A female Air Force captain, whose identity has not been released to the public, raised questions over alleged lower standards for her in commando course she quit three times.
Pushed through course unwillingly
The woman was recommended for reinstatement after quitting the program three times, twice in water confidence sessions and once during land navigation. She believes the requirements for completing the course were tweaked after she had completed it and moved on to Combat Control School. “[Teammates] knew the [standard] was at one point 300 pounds for the deadlift. During the test, we were not told any standards, and I lifted 250 pounds,” the woman wrote in April. “Since I passed, they believed the standards had been bent for me.”
Detrimental to her team’s cohesion
Her decision to leave the program came from a sense of duty to her fellow students. “Had I chosen to continue, I would be responsible for leading these men,” the woman wrote. “Any bias that is created and supported by people in positions of authority (the cadre) would make it difficult for me to lead them.”
The norm for students who quit the course is to be reclassified to their old job in the Air Force. In 2019, four male students who quit the course were reclassified to other jobs. This contrasts the woman candidate, who was recommended for reinstatement to the course.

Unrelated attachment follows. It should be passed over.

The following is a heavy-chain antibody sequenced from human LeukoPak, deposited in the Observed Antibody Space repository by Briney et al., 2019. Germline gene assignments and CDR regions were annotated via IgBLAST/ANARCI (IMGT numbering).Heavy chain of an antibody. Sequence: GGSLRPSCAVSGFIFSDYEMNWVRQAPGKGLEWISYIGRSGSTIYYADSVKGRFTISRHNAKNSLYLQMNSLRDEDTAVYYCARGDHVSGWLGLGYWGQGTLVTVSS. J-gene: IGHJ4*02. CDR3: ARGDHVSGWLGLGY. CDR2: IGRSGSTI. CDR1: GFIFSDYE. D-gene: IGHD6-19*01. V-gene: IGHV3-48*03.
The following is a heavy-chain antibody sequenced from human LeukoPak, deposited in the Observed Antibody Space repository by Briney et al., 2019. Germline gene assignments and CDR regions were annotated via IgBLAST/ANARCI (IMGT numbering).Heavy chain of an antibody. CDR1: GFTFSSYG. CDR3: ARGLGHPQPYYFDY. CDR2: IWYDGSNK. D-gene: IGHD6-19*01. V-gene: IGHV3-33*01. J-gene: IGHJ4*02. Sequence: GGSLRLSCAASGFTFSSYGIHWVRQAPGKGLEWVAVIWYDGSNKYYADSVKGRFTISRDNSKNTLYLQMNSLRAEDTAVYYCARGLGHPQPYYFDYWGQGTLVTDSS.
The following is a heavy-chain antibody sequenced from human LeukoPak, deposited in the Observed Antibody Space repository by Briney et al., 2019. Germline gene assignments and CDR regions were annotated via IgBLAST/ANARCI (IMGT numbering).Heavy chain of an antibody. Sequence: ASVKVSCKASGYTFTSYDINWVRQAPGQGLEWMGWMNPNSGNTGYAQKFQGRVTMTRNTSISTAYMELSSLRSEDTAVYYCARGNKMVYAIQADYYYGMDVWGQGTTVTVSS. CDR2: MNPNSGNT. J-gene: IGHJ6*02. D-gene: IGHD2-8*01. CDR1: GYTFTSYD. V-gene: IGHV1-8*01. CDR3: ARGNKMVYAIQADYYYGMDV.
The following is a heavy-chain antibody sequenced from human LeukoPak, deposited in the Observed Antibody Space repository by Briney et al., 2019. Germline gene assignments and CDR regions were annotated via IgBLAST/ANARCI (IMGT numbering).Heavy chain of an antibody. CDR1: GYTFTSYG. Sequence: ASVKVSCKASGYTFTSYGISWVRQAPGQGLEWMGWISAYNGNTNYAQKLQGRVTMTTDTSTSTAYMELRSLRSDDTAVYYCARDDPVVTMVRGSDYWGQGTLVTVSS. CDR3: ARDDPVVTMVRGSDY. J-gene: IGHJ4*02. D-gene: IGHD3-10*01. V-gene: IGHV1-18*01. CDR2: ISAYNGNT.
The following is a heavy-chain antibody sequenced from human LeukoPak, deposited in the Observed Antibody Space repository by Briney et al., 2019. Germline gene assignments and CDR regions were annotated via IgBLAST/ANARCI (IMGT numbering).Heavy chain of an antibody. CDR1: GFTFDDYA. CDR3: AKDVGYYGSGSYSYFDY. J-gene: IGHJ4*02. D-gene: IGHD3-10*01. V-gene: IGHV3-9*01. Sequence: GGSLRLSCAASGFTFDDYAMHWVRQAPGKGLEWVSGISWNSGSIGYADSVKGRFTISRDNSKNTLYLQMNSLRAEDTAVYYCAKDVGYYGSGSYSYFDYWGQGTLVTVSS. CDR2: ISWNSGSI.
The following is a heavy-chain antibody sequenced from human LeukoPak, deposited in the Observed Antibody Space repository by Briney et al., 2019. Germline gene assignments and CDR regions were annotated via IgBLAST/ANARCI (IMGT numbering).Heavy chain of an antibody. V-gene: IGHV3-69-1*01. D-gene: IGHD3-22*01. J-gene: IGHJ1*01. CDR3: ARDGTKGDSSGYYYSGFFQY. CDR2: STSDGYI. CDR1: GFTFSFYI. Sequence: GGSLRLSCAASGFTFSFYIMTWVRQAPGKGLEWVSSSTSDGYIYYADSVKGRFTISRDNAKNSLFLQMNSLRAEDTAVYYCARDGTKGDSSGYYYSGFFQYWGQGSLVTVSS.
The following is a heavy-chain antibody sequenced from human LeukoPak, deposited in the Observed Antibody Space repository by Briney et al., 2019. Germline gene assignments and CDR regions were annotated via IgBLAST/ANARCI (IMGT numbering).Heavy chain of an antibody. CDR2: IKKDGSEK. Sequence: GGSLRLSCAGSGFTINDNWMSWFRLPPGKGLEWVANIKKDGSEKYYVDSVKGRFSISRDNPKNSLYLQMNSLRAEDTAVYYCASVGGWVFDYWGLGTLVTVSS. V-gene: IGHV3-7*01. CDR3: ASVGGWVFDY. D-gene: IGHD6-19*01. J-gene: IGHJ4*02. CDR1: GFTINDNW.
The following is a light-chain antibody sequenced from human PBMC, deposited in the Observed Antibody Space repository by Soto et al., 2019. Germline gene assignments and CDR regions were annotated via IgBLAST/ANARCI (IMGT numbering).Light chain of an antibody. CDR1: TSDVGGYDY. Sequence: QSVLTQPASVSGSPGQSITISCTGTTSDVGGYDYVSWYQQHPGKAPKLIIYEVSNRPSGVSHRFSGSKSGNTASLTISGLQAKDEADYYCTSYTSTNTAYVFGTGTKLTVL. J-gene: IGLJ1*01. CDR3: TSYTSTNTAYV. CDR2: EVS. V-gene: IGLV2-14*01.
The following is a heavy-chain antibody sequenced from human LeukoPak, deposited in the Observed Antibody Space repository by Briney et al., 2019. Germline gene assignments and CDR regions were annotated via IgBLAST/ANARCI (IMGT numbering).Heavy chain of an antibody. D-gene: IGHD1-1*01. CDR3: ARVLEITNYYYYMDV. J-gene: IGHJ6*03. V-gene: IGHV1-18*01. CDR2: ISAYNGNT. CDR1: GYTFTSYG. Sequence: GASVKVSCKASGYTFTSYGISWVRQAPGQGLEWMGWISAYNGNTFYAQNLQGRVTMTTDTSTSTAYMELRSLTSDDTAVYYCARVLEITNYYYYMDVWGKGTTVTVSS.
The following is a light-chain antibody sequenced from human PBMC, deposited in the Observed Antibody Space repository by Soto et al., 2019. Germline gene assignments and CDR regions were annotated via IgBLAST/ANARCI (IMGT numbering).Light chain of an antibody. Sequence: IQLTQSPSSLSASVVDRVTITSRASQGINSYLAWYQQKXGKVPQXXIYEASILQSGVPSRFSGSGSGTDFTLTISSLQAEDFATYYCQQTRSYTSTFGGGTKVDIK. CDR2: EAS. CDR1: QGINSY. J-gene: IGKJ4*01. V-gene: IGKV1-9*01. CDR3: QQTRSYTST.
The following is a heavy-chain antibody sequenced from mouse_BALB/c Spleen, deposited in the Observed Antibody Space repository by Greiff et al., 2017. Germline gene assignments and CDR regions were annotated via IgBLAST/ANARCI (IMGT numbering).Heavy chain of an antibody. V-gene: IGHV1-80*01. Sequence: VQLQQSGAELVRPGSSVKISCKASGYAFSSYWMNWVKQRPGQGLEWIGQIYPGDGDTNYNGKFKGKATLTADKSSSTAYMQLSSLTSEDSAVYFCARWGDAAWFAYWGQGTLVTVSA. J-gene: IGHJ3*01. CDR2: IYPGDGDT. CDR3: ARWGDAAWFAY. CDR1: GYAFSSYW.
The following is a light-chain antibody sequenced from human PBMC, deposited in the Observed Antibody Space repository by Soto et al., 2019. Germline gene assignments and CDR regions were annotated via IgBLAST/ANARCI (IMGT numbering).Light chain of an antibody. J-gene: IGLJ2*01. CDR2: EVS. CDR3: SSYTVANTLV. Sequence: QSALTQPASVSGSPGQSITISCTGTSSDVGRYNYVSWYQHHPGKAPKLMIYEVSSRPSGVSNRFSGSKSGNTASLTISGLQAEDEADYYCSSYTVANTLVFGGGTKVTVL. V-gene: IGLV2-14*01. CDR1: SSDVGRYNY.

AFSCO tries to cover up lowered standards
Lt. Gen. Jim Slife, the head of Air Force Special Operations Command, has tried to refute these claims of changing requirements. “We do make changes in how we train airmen in order to improve the effectiveness of our training, but we do not lower our standards. … Period.” While the definite changing of the requirements may have been coincidental to the woman candidates arrival, the danger of pushing a female through this program simply because she is female is a possibility that cannot be ignored.